This includes making sure that pupils practise reading with books that match the sounds they know. Pupils quickly become fluent, confident readers. Leaders also encourage a love of reading and pupils were keen to talk about their favourite books and authors.
Pupils with special educational needs and/or disabilities access the full curriculum. This is because, in all phases of the school, these pupils receive excellent support. Staff know pupils and their individual needs well.
They tailor lessons to meet pupils' specific needs, with additional well-targeted support from teaching assistants when needed.
Excellent professional relationships between pupils and staff underpin the calm environment around the school. Pupils have a really positive attitude to their learning.
Their determination to succeed shines through. Leaders support pupils to manage their own behaviour well. This means that they, and their peers, can focus on their learning.
This is in no small part due to leaders' consistent approach to teaching what positive behaviour looks like, right from the start of early years. Using consistent language and strategies, staff help children to understand boundaries, recognise feelings and resolve disagreements. Children quickly learn to follow routines and regulate their own behaviour themselves.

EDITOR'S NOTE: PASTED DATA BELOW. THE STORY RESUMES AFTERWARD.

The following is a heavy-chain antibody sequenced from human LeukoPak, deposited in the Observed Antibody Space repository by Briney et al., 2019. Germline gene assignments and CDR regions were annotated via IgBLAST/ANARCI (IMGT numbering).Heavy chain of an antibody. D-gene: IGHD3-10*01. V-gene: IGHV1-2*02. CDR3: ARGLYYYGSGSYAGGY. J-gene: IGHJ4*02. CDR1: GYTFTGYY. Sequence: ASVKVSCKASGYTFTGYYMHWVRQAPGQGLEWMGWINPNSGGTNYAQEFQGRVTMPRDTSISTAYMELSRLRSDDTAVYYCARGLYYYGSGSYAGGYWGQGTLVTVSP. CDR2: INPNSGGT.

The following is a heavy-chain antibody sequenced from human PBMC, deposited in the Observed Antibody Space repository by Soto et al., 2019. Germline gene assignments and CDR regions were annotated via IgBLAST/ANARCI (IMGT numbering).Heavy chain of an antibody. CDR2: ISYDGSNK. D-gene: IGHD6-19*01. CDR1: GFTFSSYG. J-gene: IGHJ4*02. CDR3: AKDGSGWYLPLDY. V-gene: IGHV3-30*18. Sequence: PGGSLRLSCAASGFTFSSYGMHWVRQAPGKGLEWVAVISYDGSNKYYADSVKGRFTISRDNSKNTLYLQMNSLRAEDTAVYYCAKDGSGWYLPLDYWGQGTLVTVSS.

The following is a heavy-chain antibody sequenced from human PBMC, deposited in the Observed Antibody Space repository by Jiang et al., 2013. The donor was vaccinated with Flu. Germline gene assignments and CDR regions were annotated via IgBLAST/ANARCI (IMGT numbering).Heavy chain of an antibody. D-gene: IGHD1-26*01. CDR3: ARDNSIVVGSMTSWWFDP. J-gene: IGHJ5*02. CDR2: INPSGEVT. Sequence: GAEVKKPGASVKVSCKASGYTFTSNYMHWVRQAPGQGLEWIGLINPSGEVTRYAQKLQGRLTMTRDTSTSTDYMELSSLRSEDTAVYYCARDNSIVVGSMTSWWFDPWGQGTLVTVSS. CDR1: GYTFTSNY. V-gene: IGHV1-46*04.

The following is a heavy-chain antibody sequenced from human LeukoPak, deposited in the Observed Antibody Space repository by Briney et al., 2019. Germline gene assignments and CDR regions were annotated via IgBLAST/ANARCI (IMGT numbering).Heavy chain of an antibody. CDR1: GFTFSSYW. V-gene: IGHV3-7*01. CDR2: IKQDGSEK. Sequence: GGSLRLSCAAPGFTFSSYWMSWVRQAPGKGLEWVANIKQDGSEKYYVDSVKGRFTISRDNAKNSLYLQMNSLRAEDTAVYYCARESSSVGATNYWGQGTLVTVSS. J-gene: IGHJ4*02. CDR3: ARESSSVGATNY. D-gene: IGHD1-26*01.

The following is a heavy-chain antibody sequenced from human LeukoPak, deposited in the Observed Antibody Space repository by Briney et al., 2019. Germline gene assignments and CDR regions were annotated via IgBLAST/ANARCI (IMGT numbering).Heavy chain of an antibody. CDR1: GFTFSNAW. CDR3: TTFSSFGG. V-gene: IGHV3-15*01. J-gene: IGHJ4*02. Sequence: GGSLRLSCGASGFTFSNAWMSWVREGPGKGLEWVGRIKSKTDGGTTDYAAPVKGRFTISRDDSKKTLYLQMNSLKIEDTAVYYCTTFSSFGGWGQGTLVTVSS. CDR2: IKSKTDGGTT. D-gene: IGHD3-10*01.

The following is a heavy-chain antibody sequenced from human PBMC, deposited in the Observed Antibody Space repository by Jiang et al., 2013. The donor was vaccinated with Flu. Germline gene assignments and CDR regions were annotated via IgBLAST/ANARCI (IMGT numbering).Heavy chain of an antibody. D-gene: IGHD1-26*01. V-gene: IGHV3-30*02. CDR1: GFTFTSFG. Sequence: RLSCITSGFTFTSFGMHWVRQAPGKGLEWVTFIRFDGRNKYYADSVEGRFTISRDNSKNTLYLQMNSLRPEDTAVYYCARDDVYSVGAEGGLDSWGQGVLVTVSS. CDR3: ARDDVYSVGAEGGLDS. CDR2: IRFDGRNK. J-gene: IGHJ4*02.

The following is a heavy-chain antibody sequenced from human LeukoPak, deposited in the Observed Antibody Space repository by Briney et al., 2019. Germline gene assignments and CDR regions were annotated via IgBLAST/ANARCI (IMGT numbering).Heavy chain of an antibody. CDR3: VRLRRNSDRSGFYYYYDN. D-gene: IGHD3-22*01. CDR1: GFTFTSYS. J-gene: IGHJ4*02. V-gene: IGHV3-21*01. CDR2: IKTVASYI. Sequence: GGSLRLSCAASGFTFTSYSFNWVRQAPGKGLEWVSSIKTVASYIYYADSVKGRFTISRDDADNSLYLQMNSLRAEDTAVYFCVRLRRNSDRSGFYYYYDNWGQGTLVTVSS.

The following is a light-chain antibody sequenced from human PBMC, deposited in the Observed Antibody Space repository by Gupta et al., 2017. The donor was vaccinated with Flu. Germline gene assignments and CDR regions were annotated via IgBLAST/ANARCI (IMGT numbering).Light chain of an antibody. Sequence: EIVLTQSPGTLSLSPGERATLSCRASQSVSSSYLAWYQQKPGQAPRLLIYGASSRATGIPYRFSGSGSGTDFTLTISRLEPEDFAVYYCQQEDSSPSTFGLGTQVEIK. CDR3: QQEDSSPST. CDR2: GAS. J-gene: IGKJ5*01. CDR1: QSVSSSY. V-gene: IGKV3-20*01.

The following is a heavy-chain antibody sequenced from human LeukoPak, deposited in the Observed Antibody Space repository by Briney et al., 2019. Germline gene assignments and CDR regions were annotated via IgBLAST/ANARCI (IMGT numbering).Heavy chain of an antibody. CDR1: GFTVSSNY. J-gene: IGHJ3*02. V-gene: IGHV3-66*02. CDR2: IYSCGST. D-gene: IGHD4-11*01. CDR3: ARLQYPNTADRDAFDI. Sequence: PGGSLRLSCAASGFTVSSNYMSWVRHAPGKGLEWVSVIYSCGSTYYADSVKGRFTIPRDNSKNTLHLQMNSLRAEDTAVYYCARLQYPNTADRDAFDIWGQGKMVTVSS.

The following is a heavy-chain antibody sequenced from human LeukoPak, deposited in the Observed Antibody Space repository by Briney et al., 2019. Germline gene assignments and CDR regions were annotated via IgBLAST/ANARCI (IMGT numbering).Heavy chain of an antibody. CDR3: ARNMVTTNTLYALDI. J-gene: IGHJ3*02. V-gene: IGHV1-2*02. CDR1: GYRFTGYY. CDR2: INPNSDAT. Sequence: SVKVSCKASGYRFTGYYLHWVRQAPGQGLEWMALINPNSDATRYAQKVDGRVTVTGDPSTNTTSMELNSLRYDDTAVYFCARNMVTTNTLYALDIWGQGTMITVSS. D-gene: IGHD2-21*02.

This provides an excellent basis for leaders' work to promote high standards of behaviour throughout the school.
The provision for personal development aims to embody the school's 'civitas' motto of working hard and being kind. Personal, social, health and economic (PSHE) education is carefully planned and comprehensive at each stage of the school.
Pupils learn about healthy friendships and relationships. They learn to respect people with beliefs and backgrounds different to their own. Democracy is not only taught, but pupils are encouraged to put it into practice, for instance by electing school council members.
Sixth-form students lead year-group briefings, and are encouraged to volunteer around the school. Leaders also seek and act on pupils' views on how the PSHE curriculum could be strengthened further. A comprehensive careers programme means that pupils receive impartial advice about life beyond school.
Staff know that leaders listen to their views and consider their workload. Staff appreciate training opportunities within school and from the trust. They also enjoy opportunities to develop their expertise by working in and leading on trust-wide network groups.
Leadership throughout the school is focused on achieving the best outcomes for pupils. Governance too is a strength. Governors and trustees are knowledgeable.
They offer leaders support, but also are ready to challenge when necessary.
The arrangements for safeguarding are effective.
Staff receive regular safeguarding training.
They are aware of local issues that may affect pupils and they are alert to signs that pupils may have problems. Staff know how to report their concerns and leaders record these accurately. Leaders monitor individual cases carefully, and when needed make timely referrals to outside agencies.
Leaders have effective procedures in place to deal with situations involving peer-on-peer abuse.
Pupils are taught how to keep themselves safe, both physically and online. Pupils know who to speak to if they have concerns and they trust staff to respond appropriately.